For those of you looking to take up a new hobby in order to improve your fitness, cycling may be the safest and most rewarding option for you. This form of exercise is a great way of keeping fit and healthy, without putting too much pressure on your body.
Fortunately, it appears that many of you already are already getting out there on your bike. It has been reported that over two million people now cycle at least three times a week here in the UK. This is encouraging, as the NHS recommend that we do at least 150 minutes of moderate aerobic activity each week.
Today’s post looks at the top five benefits of cycling, including health, social and financial examples. For other sport and fitness hobby ideas, please take a look at our main article.
5. It keeps your immune system young
A new study has suggested that cycling can hold off the effects of ageing and can rejuvenate your immune system. In the study, tests were carried out on 125 amateur cyclists aged between 55 and 79, and compare them to other healthy adults from a wide age group who did not exercise on a regular basis.
The results from these tests indicated that the cyclists preserved muscle mass and strength with age, whilst maintaining stable levels of body fat and cholesterol. Males involved in the study also kept high levels of testosterone. Interestingly, the anti-ageing effects of cycling appeared to extend to the immune system. The Guardian explains further:
An organ called the thymus, which makes immune cells called T-cells, normally starts to shrink from the age of 20. But the thymuses of older cyclists were found to be generating as many T-cells as those of young people.”
4. It’s a low impact exercise
Older people can suffer from exercising, especially if they have problems with their joints (such as arthritis). Fortunately, like swimming, cycling is a low impact activity which causes very little stress on the joints.
This is because the activity involves smooth and steady circular movement which ensure that energy and nutrients are transported evenly around the body. This compares to the intense pressure placed on your joints when you go out for a run.
Cycling is often used as a form of exercise for those who are recovering from an injury, due to this gentle impact on the joints.
3. Cycling is a sociable activity
Although cycling alone is a great way to get away from the world and relax mentally, cycling in teams or groups is also very popular. There are several cycling groups around the country, and let’s not forget that teamwork is a huge part of the Tour de France.
Cycling as a group is a great way of meeting new people and can also help you to push yourself further as you look to keep up with your new cycling friends. Different members of the group can outline new circuits and come up with new ways to motivate everybody.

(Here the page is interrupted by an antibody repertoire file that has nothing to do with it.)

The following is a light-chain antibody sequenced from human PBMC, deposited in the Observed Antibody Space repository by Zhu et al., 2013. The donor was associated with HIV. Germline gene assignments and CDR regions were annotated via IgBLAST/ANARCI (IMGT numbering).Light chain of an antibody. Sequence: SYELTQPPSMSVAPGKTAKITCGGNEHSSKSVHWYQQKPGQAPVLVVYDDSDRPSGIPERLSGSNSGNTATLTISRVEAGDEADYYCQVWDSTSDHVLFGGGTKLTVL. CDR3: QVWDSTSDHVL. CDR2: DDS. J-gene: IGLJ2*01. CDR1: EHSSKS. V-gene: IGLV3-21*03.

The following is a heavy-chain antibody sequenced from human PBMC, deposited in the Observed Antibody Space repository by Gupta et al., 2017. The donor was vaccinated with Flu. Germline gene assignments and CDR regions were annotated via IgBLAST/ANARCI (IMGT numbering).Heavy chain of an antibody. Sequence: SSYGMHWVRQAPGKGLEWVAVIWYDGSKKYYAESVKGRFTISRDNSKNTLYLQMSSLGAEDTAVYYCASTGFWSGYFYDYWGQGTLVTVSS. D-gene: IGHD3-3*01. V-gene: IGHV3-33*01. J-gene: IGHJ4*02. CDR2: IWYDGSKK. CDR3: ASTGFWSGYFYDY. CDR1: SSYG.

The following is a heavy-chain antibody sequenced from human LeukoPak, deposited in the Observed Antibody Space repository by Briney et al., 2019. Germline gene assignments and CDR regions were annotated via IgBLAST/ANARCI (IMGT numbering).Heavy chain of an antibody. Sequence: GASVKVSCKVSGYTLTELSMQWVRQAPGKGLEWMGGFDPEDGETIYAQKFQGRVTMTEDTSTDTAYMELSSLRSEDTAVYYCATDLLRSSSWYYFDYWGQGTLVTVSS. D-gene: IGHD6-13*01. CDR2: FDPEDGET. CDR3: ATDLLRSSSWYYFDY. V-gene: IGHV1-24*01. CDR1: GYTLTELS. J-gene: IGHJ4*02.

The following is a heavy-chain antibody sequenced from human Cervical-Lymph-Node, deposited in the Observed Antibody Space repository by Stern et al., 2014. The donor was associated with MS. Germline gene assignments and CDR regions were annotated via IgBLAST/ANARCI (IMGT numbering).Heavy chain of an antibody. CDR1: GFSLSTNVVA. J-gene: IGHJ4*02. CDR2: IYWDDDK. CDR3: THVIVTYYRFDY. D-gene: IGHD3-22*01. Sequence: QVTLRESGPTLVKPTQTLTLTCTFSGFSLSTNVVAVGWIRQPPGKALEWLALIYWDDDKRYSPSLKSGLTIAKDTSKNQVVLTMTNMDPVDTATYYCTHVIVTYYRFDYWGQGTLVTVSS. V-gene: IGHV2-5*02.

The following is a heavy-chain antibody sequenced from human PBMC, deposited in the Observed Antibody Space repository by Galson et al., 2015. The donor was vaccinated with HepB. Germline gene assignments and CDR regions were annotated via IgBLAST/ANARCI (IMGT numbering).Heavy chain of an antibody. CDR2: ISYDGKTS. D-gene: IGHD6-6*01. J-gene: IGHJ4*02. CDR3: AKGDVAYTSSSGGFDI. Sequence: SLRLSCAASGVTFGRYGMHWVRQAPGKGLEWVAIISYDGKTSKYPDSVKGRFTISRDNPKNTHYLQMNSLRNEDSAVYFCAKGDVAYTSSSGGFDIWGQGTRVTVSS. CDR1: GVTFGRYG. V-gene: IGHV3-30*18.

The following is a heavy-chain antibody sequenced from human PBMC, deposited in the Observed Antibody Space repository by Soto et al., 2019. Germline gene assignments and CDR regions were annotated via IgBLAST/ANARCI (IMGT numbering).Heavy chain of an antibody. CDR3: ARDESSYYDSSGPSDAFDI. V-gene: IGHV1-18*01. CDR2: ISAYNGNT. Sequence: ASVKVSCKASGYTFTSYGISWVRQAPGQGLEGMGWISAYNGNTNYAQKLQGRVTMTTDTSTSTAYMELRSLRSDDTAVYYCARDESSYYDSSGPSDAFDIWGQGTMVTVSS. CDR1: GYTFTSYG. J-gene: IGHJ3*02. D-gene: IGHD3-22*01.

2. It’s good for the heart and body
Cycling is great for your cardiovascular health. Not only does cycling reduce the risk of death from all causes by more than 40%, it also cuts the risk of cancer and heart disease by 45%. In fact, according to the Loving the Bike website, committing to riding a bike regularly can increase your cardiovascular system by 3-7%.
Another interesting fact is that if you cycle for around 30 minutes each day, you also reduce the risk of several other conditions such as diabetes and kidney disease. This is caused, partly, by the fact you can burn at least 300 calories an hour on your bike.
Cycling works as the perfect cardio workout, as it helps burn fat and builds-up muscle – especially in your legs and hips. As you cycle for longer, you’ll soon realise that you’re able to ride long distances at an improved pace. Overtime your stamina will improve and your muscles will allow you to bike harder for longer. It is one of those sporting activities that you can easily see results of.
1. It can save you money
Aside from all of the health and social benefits, cycling can also have a positive impact on your finances. Getting on your bike is a much better idea that always jumping into the car and….
- Paying for petrol.
- Paying for parking.
- Paying congestion charge.
It’s also going to be a lot cheaper than paying for public transport. Of course, if you’re going for the weekly shop you’ll have no choice but to use the car. However, if you’re heading into work or to meet up with friends, why not save your money and cycle into the city?
After a month of choosing cycling over motorised transport, we think you’ll be shocked at just how much money you have saved. It can also save you plenty of time as well:
Cyclists are less likely to get caught up in traffic, and it has been suggested that in major cities cycling can cut the time it takes to commute by up to 50 percent. The ability to rely on the time of a journey is important for the majority of people, and is especially a factor if the journey is a commute to work. – Simply Supplements
Alongside the savings on your money and time, ensuring that there is one less vehicle on the road is also good for environment.
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